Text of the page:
Monday, February 21, 2011

The Effect Of The Garrett Bill On Indirects

Dear Colleagues:

Allow me to make some points that, as far as I know, no one else has made with regard to the beneficial effect of the Garrett bill on indirects. These effects exist though the bill does not mention indirects.

The indirects have, of course, invested through intermediaries - - through funds, banks, etc. Under Garrett’s bill, as I understand matters, those funds and banks are customers and will be as eligible as any other customer to get back money from customer property. That money, under the Garrett bill, will be calculated under the final statement method, if the funds, banks, etc. are innocent. If they are not innocent, Picard could, I think, choose to calculate it under CICO, though I wonder if he would do so if the funds, banks, etc. agreed in advance to return all the money to defrauded indirect investors, as they should. Thus, if the indirects’ funds are innocent, and the Trustee is anywhere near as successful as he claims he will be - - he claims he may recover $45 billion - - the indirects, under the consequences of the Garrett bill, would get [all] their money back from customer property, up to the amount of their final statements, even though they would not get advances. If the banks are not innocent, they may get back and distribute only their cash-in, unless investors can prevail upon Picard - - as I actually think may be possible for a variety of reasons - - to use the FSM for funds that agree in advance to return to defrauded indirects all the money the funds get from customer property.

What if, however, a fund is potentially one of those which Picard claims is not innocent, i.e., the fund knew or should have known something was wrong. Well, if the fund took no money out (or took out less than is shown in its final statements), then, I believe, it will still get back money from customer property, although (i) the amount it receives may be based on CICO unless, as said, Picard can be persuaded to use the FSM if monies recovered by the fund will be forwarded to the indirects, and (ii) the fund likely will be subjected to clawbacks to the extent it took out money. In connection with such funds getting money back, it is my belief (not a recollected certainty, but only a belief) that Picard or his minion have said that the claims of funds against customer property will be recognized unless the fund was one of the truly egregious culprits in terms of aiding the fraud though it should have known there was a fraud.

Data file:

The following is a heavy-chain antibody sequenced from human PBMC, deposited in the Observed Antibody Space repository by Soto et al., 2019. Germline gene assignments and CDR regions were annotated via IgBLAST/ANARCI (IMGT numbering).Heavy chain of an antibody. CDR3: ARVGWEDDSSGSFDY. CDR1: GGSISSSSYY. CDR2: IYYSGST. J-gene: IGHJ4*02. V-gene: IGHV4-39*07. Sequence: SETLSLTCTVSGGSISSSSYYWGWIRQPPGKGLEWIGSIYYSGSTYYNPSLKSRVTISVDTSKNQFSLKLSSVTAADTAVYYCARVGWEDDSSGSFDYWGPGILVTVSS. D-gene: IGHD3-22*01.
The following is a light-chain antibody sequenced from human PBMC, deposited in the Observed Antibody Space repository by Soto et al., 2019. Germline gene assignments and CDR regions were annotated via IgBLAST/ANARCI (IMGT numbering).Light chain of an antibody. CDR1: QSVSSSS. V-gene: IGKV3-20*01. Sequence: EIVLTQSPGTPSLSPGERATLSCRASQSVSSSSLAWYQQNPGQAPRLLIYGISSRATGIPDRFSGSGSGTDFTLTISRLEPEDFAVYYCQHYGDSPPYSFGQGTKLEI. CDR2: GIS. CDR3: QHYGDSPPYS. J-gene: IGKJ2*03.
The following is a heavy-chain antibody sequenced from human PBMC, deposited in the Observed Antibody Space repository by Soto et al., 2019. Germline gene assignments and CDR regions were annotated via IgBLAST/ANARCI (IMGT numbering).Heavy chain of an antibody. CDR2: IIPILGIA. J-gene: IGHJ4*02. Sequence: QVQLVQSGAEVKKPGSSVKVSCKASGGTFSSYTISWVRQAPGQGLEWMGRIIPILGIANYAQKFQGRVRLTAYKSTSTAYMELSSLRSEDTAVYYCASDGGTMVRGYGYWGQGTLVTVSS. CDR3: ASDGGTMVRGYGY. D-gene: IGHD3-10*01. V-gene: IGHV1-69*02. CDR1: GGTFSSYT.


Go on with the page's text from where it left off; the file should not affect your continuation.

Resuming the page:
But what if a non innocent fund took out more money than is shown on its final statement? Well, assuming the fund was not one of the truly egregious ones, I believe that although Picard will seek to claw back from it, the fund will still have a claim against customer property. (This, as I remember (I am in Florida without access to the relevant papers), was what occurred in the settlement with UBP (or was it UBS?), where the claim Picard recognized was, as I recollect, about 250 million dollars greater on a CICO basis than the payment to Picard from the bank.) So, at least where the fund or bank is a large one with the resources to pay Picard (as many likely are), it will get back from customer property sufficient monies to pay back their Madoff losses, on a CICO basis and maybe on an FSM basis, to its indirect investors (who (unlike directs) would have lawsuits against it, in all likelihood, if they are not paid by it).

But what if a non innocent fund or bank is one of the egregious ones? I suspect Picard may not recognize its claim for customer property, so its indirect investors will not be able to recover in this way.

If my views are correct about the necessary effects of Garrett’s bill on indirects, the bill will prove beneficial to many of them even though it does not mention them. Many of them - - perhaps even most? - - would end up receiving either the full amount shown on their final statements or the amounts they actually invested. The questions which should be inquired into, therefore, are these: (1) Will Picard in fact recover 45 billion dollars so that he can pay everyone in full from customer property under the FSM? (I am assuming (and could be wrong) that $45 billion will do the trick, since I believe the Trustee claims the total ESM losses to now be only $45 billion because he has subtracted the no longer extant huge claims of persons and institutions with whom he has settled, e.g., the Picowers, the Shapiros, etc.) (2) When will the Trustee’s recoveries reach somewhere around $45 billion? (3) When will the Trustee start passing out money - - he has said, if I remember correctly, that he will be submitting a plan of payment this spring, but when will payments start under that plan? (4) Will Picard agree to use the FSM method for non innocent funds that agree to pass through to innocent defrauded indirects all recoveries from customer property? (5) What funds and banks will be regarded as so egregious that the Trustee will seek to avoid paying them anything - - i.e., he will refuse to recognize their claims against customer property - - so that their indirect investors will not be able to recover from customer property via their intermediary funds?

I think it would behoove everyone, especially including the indirects who presently are threatening to try to scuttle the Garrett bill, to focus on these questions rather than on trying to destroy the Garrett bill. For the consequences of the bill could be very favorable for the indirects even though it does not mention them.